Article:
It was startling, because a) I hadn’t been asked that question in a while, and b) I realized, while laughing, that I myself did not know the alphabet. They’re the same letters, but they’re pronounced differently.
“Ahh.” The teacher went to the board and sketched the letter a. “Do we have anyone in the room whose first name commences with an ahh?”
Two Polish Annas raised their hands, and the teacher instructed them to present themselves, giving their names, nationalities, occupations, and a list of things they liked and disliked in this world. The first Anna hailed from an industrial town outside of Warsaw and had front teeth the size of tombstones. She worked as a seamstress, enjoyed quiet times with friends, and hated the mosquito.
“Oh, really,” the teacher said. “How very interesting. I thought that everyone loved the mosquito, but here, in front of all the world, you claim to detest him. How is it that we’ve been blessed with someone as unique and original as you? Tell us, please.”
The seamstress did not understand what was being said, but she knew that this was an occasion for shame. Her rabbity mouth huffed for breath, and she stared down at her lap as though the appropriate comeback were stitched somewhere alongside the zipper of her slacks.
The second Anna learned from the first and claimed to love sunshine and detest lies. It sounded like a translation of one of those Playmate of the Month data sheets, the answers always written in the same loopy handwriting: “Turn-ons: Mom’s famous five-alarm chili! Turnoffs: Insincerity and guys who come on too strong!!!”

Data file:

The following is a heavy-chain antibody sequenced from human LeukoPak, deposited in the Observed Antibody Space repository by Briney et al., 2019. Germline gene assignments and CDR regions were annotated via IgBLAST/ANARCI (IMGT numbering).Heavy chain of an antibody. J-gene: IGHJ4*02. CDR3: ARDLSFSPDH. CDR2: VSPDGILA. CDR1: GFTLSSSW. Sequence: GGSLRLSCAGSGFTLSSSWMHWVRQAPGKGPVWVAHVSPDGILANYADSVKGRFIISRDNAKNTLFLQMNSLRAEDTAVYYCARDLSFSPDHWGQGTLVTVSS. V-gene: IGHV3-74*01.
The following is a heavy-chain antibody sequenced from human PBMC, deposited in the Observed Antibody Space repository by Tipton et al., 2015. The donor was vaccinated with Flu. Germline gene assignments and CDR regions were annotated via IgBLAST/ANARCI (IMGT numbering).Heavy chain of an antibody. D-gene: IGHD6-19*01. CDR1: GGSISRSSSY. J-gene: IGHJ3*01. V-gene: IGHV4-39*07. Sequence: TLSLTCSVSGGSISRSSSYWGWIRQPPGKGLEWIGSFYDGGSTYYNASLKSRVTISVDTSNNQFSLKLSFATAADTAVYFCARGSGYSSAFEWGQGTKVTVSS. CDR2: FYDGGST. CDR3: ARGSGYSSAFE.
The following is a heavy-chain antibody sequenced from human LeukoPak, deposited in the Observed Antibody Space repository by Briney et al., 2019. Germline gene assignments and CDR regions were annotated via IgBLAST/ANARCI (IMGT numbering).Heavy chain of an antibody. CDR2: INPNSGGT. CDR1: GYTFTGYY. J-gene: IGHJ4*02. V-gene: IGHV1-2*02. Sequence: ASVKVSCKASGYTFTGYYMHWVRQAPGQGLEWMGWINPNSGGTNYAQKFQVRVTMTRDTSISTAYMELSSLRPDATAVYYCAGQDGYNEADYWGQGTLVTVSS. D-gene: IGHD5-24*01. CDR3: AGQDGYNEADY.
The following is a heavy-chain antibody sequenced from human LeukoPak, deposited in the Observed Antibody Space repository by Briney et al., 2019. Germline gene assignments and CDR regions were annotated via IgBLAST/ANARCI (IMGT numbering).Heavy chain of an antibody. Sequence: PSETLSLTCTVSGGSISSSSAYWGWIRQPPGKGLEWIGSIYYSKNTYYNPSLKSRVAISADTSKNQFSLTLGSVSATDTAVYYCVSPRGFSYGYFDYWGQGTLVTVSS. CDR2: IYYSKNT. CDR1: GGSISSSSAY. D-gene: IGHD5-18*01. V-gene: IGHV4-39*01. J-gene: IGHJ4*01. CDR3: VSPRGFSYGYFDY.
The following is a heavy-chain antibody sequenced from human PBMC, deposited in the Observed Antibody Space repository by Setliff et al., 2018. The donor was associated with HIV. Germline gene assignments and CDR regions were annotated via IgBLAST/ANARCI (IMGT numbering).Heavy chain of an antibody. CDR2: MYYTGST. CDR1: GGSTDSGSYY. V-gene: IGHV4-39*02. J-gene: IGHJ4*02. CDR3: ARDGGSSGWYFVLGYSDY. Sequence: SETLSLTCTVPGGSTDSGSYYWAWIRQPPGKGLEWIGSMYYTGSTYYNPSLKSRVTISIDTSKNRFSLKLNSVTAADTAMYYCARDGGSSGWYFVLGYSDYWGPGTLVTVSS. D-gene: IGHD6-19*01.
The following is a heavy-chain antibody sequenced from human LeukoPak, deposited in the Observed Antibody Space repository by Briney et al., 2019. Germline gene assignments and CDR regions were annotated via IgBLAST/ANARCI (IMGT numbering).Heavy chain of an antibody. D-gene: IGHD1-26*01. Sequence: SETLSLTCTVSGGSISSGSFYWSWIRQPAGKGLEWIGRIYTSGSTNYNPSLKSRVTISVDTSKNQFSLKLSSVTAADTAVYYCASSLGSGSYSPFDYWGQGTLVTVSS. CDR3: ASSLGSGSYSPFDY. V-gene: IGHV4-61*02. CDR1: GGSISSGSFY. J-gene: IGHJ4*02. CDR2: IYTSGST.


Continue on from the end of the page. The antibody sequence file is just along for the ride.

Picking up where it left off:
The two Polish women surely had clear notions of what they liked and disliked, but, like the rest of us, they were limited in terms of vocabulary, and this made them appear less than sophisticated. The teacher forged on, and we learned that Carlos, the Argentine bandonion player, loved wine, music, and, in his words, “Making sex with the women of the world.” Next came a beautiful young Yugoslavian who identified herself as an optimist, saying that she loved everything life had to offer.
The teacher licked her lips, revealing a hint of the sadist we would later come to know. She crouched low for her attack, placed her hands on the young woman’s desk, and said, “Oh, yeah? And do you love your little war?”
While the optimist struggled to defend herself, I scrambled to think of an answer to what had obviously become a trick question. How often are you asked what you love in this world? More important, how often are you asked and then publicly ridiculed for your answer? I recalled my mother, flushed with wine, pounding the table late one night, saying, “Love? I love a good steak cooked rare. I love my cat, and I love . . .” My sisters and I leaned forward, waiting to hear our names. “Tums,” our mother said. “I love Tums.”